Index Funds: Check Their Tracking Errors Instead Of Returns

The lower the tracking error, the better the index fund and it’s getting better over time as index funds lower their expenses.

The appeal of passive investments—putting money in funds where the manager does not make any active calls—is that they will deliver market-related returns (won’t underperform the benchmark index) and their expense ratio is lower than actively managed funds.

The differential between the market index and such a fund is the extent of their expense ratios and possibly a little more due to a small cash component to manage redemptions. To this end, the performance of index funds has been improving.

To be sure, the performance of passive funds is not measured conventionally—we do not look at the returns delivered. We look at a metric called the tracking error, which gauges how much the returns have deviated from those of the benchmark index.

Ideally, the returns of such funds should match those of the underlying index but due to expenses and cash equivalent component, it may be a little lower, say 99.9 percent. Obviously, the lower the tracking error, the better.

Statistically, the tracking error is defined as the annualised standard deviation of the difference in returns between the index fund and its corresponding index.

An index fund manager needs to calculate their tracking error on a daily basis, especially if it is an open-ended fund. The tracking error is calculated against the total returns index (TRI), which shows the returns on the index portfolio, inclusive of the dividend.

Tracking errors have improved

Now, we come to the data. We calculated the tracking error of a basket of 11 index funds tracking the Nifty50 over the past one, three and five years ended January 2022.

The average of this metric was 0.78 percent over the five-year period and 0.95 percent over the past three years. The tracking error improved significantly to 0.33 percent over the one-year period.

A tracking error of 0.95 percent, as per this calculation, does not mean that the returns from the index fund are that much lower than those of the Nifty—it is only the mathematical output of the process prescribed by the National Stock Exchange.

Over the three months ended January 2022, the output of this metric was 0.13 percent, which means there was further improvement.

Over time, the performance of index funds—at least those tracking the Nifty—is improving. At the cost of repetition, performance here does not refer to the returns delivered but the efficiency of tracking the index.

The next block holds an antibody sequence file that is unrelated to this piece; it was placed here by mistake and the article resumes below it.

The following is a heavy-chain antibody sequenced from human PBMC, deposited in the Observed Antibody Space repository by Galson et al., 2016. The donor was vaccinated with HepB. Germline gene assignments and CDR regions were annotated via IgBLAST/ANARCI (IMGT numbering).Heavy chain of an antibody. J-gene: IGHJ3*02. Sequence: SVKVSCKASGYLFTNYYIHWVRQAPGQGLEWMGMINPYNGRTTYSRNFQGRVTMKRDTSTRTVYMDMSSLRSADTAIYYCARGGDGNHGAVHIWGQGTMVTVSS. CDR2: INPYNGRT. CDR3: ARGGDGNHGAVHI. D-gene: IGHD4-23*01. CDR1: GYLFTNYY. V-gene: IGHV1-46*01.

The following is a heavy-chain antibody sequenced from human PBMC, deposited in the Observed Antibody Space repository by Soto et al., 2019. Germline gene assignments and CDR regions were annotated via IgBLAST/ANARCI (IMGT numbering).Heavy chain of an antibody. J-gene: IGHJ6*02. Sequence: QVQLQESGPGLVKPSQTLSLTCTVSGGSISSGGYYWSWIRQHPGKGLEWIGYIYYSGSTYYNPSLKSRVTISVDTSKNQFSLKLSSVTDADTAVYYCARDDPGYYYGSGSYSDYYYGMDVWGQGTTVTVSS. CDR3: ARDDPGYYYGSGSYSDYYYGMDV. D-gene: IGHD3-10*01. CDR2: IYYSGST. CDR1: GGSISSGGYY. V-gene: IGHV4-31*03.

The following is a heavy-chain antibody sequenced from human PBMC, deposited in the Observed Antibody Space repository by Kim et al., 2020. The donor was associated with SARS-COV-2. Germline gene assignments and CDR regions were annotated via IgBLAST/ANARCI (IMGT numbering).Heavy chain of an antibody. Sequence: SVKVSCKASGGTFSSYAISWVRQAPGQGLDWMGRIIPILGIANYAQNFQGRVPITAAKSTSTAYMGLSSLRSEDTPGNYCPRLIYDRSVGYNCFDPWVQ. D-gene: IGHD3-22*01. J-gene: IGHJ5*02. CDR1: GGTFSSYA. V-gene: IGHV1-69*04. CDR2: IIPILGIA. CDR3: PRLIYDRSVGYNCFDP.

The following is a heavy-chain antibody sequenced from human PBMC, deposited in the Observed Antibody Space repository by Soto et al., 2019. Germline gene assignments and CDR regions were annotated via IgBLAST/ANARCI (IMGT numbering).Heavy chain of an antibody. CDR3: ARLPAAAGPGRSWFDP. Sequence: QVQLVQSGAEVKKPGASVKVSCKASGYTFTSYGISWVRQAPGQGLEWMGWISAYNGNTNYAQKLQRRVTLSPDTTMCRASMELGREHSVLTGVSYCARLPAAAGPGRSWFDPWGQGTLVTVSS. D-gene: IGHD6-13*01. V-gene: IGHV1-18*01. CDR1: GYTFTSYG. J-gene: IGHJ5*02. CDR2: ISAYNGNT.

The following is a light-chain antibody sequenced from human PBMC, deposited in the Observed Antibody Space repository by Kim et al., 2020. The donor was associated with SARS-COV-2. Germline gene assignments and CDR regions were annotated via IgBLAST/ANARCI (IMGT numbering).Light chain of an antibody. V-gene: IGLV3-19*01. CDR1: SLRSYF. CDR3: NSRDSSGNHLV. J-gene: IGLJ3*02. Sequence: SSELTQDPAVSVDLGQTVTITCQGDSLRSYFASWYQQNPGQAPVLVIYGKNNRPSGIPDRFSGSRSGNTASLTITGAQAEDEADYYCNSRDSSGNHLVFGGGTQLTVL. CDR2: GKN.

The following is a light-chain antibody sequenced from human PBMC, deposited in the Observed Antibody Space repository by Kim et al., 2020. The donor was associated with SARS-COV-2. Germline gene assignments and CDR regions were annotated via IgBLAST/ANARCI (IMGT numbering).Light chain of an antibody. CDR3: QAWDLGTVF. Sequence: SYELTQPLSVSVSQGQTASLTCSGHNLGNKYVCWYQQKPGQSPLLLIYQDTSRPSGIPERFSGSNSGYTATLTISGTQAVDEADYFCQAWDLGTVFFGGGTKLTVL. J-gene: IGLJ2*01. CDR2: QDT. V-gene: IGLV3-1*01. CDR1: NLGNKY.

The funds that are better on efficiency on five-year, three-year and one-year horizons are UTI Nifty Index Fund, HDFC Index Fund Nifty 50 and SBI Nifty Index Fund.

As mentioned earlier, there has been further improvement in the past three months. The more efficient ones are Navi Nifty 50 Index Fund, UTI Nifty Index Fund, SBI Nifty Index Fund and HDFC Index Fund Nifty 50.

So, what leads to the improvement in efficiency? With increasing competition among passive funds, expense ratios are getting lower. Consequently, the benefit is accruing to investors.

Navi Mutual Fund queered the pitch by lowering fund management expenses, which is influencing other MFs.

Navi has been quick to acquire the top slot, even though it is a new entrant, by improving the tracking error since November 2021, helped by very low fund recurring expenses. This is expected to be in place in the future as well.

ETF tracking errors not quite the same

There are also tracking errors for the exchange-traded funds (ETFs), though there is one fine point of difference between them and index funds in the context of this metric.

ETFs are bought and sold at their market price, which can be slightly different from their net asset value (NAV). The tracking error of ETFs is computed based on their NAVs, which is the closing price of the day and not the actual price at which an investor bought or sold units.

So, the computed tracking error is just an indicative number and not the actual difference between index returns and investor returns.

Each ETF investor will have a different tracking error, whereas every index fund investor will have the same tracking error because everyone is allotted units at the respective day’s NAV.

With increasing efficiency through technology and fund-running costs, investors are better placed now. Savvy investors may compare various index funds by their tracking errors and make investment decisions.


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